One prevalent threat for Cherokee women was their vulnerability to be raped by American soldiers.  Reverend Butrick recorded the story of a young married woman who found herself at a camp with some of her family, but not her husband. One night, a group of soldiers “caught her, dragged her about, and at length either through fear or other causes [she] was induced to drink, and yield to their seduction” and, since she was a married woman, he wrote that she became “an outcast, even in the view of her own relatives.”[12] Similarly, Butrick noted how six soldiers surrounded two young women at the creek, enticing them to drink. The women resisted at first, but Butrick insinuated that they eventually surrendered to the men’s lewd suggestions. [13]

The biological constraint on women’s travels was childbirth. If a woman went into labor on the march, she stopped with one or two people and then, immediately following labor, resumed her hike with newborn babe in arms. One woman “seized with the pains of childbirth” stopped for an hour with her mother to give birth and then, with her newborn, caught up with her friends.[14] Another woman stayed in her house, confined to childbed, as her husband and family were driven away by soldiers. This poor woman and her newborn infant were perhaps forever separated from the rest of the family.[15] Even after the act of labor, a woman faced trouble trying to care for the child. Bettie Perdue Woodall’s mother witnessed a young mother who was unable to soothe her newborn baby. The baby, only four days old, continually cried and a soldier, annoyed by the baby’s wails and the mother’s inability to quiet it, “took [the baby] away from her and dashed its little head against a tree and killed it.”[16] As these stories indicate, native women faced the biological hardship of childbirth, which forced them to stop their travels and threatened to separate them from the rest of their family and friends. At the same time, the harsh conditions of the trek prevented them from properly caring for their newborn children, and, oftentimes, the child died.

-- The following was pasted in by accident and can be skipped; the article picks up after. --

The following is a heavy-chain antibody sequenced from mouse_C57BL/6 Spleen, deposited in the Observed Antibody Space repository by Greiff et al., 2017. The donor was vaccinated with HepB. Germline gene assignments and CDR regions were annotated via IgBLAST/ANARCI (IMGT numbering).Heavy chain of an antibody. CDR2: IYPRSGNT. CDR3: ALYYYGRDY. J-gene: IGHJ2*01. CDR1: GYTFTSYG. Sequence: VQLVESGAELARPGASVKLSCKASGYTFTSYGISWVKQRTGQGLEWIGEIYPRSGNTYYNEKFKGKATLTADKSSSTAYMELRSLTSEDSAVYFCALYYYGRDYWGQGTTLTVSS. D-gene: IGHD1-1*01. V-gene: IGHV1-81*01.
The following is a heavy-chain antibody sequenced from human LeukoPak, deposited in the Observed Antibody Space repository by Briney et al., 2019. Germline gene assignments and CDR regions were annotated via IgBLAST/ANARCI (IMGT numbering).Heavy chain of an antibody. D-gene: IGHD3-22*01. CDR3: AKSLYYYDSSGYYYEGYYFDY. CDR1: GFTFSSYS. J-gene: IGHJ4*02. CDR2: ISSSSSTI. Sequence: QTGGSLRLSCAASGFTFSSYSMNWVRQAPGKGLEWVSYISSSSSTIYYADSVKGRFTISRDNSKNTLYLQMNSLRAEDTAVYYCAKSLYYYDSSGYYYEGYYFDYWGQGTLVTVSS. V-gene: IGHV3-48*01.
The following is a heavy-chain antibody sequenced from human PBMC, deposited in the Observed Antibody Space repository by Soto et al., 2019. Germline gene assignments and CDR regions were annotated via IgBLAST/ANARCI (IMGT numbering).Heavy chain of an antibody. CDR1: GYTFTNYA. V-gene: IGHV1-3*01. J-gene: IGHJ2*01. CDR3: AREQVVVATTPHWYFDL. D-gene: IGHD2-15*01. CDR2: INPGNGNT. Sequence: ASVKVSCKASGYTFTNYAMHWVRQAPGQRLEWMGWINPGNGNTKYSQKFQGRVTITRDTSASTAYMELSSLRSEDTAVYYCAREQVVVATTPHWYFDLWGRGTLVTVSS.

The immense feeling of separation, from family and home, defined both women and men’s journey. Yet for women this separation held two great consequences for their identities. The first of these consequences grew from the relationship between women’s identity and their families. As a matrilineal society, women passed their identity to their children. Furthermore, the civilization policy emphasized women’s responsibilities and identities as mothers and wives, and thus the loss of children and husbands damaged this traditional and new identity for women. The second consequence revolved around the relationship of women to the land.  Reverend Butrick described the experiences of a sick, older woman who was forced “from her peaceful house, from her aged husband, from her children and grandchildren” as the soldiers “hurried her away, far away from all the scenes of her childhood.”[17] In this passage there was a sense of both separation from her family, but also a distance between her and the land, the home, she had known her entire life. To the Cherokee, who held on so dearly to this sacred connection to the land and family, separation resulted in spiritual death and a warped identity.